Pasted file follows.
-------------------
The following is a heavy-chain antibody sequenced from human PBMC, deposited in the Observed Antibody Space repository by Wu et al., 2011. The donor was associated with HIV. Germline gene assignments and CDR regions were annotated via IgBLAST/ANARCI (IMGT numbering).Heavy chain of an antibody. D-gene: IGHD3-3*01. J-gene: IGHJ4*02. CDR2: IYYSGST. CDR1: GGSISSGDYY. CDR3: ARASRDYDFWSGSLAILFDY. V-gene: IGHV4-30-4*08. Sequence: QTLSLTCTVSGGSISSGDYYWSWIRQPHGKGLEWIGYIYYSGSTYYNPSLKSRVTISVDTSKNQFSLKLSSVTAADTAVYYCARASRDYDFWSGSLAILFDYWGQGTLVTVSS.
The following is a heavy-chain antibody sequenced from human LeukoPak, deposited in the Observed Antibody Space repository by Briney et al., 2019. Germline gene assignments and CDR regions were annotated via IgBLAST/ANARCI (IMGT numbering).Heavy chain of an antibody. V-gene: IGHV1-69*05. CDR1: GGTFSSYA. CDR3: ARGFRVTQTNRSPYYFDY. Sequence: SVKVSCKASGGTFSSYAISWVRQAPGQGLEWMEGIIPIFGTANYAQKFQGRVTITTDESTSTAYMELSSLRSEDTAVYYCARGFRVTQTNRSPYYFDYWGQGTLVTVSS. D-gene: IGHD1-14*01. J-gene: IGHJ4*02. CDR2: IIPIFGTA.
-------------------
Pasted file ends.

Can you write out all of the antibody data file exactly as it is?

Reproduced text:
The following is a heavy-chain antibody sequenced from human PBMC, deposited in the Observed Antibody Space repository by Wu et al., 2011. The donor was associated with HIV. Germline gene assignments and CDR regions were annotated via IgBLAST/ANARCI (IMGT numbering).Heavy chain of an antibody. D-gene: IGHD3-3*01. J-gene: IGHJ4*02. CDR2: IYYSGST. CDR1: GGSISSGDYY. CDR3: ARASRDYDFWSGSLAILFDY. V-gene: IGHV4-30-4*08. Sequence: QTLSLTCTVSGGSISSGDYYWSWIRQPHGKGLEWIGYIYYSGSTYYNPSLKSRVTISVDTSKNQFSLKLSSVTAADTAVYYCARASRDYDFWSGSLAILFDYWGQGTLVTVSS.
The following is a heavy-chain antibody sequenced from human LeukoPak, deposited in the Observed Antibody Space repository by Briney et al., 2019. Germline gene assignments and CDR regions were annotated via IgBLAST/ANARCI (IMGT numbering).Heavy chain of an antibody. V-gene: IGHV1-69*05. CDR1: GGTFSSYA. CDR3: ARGFRVTQTNRSPYYFDY. Sequence: SVKVSCKASGGTFSSYAISWVRQAPGQGLEWMEGIIPIFGTANYAQKFQGRVTITTDESTSTAYMELSSLRSEDTAVYYCARGFRVTQTNRSPYYFDYWGQGTLVTVSS. D-gene: IGHD1-14*01. J-gene: IGHJ4*02. CDR2: IIPIFGTA.